Hi all,

Does anyone know if General Grabber AT2s qualify as snow tyres. I am thinking about a ski trip to the Dolomites
Thanks everyone - what I was really getting at was can I drive these tyres in places like the French alps without having to take a set of snow chains and nt getting into trouble with the Gendarmes? Only go once a year and don't want to spend upwards of £100 on a set of chains if I can avoid it. Given they are M + S rated I would have thought they should be OK?

cheers, Jon.
 

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Your AT2's are, I believe, studdable. In which case you could give these guys a ring: www.supatracks.com/best-grip-screw-in-ice-studs.html, they supply proper stud kits. (I fancy a set on my KTM 'crosser....!!)

I used to have a Polo when I lived in Sweden, that used to wear studded tyres from November through to February, they were fantastic, a bit noisy, but I never had any trouble with losing studs or anything and they were perfectly ok even when there was no snow.

Supermoto
 

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Chairman
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Discussion Starter · #13 ·
Yes they are M+S rated but you may still need chains if that is the local requirement.

I am wondering why, for the sake of £100 which is peanuts compared to the overall cost of the trip, would you take the risk on the car and your passengers if the conditions require chains even if the law doesn't? You can always flog them if you stop going ski-ing!

In the UK, it would seem that studded tyres are permitteded as long as the conditions are appropriate when they are being used, but if not then you can be prosecuted for damaging the road surface! So you'd need to have anothet set of wheels ready to swop on to.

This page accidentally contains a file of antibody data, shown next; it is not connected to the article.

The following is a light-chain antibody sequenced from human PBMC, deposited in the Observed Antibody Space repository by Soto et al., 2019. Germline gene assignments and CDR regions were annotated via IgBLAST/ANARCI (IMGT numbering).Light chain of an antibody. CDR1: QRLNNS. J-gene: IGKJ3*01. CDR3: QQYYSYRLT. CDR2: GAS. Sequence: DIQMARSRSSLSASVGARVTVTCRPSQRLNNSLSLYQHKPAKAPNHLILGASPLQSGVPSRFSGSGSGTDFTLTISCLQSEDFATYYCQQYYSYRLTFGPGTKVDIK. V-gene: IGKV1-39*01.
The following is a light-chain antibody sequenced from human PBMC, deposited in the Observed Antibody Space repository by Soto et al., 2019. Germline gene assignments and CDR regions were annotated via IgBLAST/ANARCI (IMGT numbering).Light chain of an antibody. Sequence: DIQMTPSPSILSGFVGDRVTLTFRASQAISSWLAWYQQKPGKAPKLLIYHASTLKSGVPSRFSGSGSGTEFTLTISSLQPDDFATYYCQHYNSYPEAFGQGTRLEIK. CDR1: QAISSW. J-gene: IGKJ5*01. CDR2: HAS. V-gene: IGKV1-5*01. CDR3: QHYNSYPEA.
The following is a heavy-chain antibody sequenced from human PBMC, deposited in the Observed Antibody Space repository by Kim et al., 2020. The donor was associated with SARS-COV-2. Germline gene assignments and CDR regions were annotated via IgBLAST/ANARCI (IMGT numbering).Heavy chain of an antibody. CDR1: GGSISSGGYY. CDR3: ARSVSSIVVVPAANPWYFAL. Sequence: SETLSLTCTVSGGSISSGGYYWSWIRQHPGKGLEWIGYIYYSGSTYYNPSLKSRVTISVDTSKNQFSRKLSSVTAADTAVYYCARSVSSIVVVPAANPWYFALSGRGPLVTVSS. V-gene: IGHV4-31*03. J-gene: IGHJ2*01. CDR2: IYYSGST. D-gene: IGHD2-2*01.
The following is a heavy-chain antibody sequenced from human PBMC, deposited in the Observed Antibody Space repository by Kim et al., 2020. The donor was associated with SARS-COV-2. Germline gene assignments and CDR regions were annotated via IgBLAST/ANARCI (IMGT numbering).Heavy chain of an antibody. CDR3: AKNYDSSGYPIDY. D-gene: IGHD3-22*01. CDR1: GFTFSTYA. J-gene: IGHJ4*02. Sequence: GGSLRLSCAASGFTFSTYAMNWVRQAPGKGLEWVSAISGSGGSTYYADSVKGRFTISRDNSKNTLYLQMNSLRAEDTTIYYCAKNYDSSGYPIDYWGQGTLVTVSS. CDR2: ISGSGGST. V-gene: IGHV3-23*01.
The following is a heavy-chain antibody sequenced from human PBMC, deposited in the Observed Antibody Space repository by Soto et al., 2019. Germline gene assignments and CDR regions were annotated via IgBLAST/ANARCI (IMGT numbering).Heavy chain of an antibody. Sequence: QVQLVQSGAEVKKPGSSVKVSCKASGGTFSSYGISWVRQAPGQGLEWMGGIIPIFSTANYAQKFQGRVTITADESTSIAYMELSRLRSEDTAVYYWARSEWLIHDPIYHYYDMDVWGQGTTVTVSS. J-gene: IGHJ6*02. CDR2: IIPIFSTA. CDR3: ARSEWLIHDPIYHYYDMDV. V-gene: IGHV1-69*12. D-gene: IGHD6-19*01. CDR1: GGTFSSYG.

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Discussion Starter · #16 ·
And don't forget http://www.camskill.co.uk/ [mail order and they find someone to fit for you and send your tyres there]

And www.event-tyres.co.uk who come to your home or business [check if your area is covered] and are well rated by others on here for both price and service.
 

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Discussion Starter · #17 ·
Here's a good video demonstrating the difference winter [snow and ice] tyres make and why you need 4, not 2!

 

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Courtesy of www.tyremen.co.uk

European Winter Tyre Laws


Austria
As from the 1st of January 2008, cars and light trucks up to a maximum weight of 3.5 tonnes must all be equipped with winter tyres on all wheels when driven under wintry road conditions. Under certain conditions, snow chains may be used on the drive wheels (in combination with summer tyres) as an alternative.

Belgium / Netherlands / Luxemburg
Winter tyres are not mandatory, studs are forbidden. It is advisable to use winter tyres though as temperatures are often below freezing and snow is generally a certainty in hilly areas. Without winter tyres the breaking distances become longer and longer.

Czech Republic
Winter tyres are highly recommended in the Czech Republic, but not mandatory by law.

Denmark
The cold temperatures of Denmark make winter tyres recommended during the season. The Danes are not required to change tyres but a large proportion of motorists do.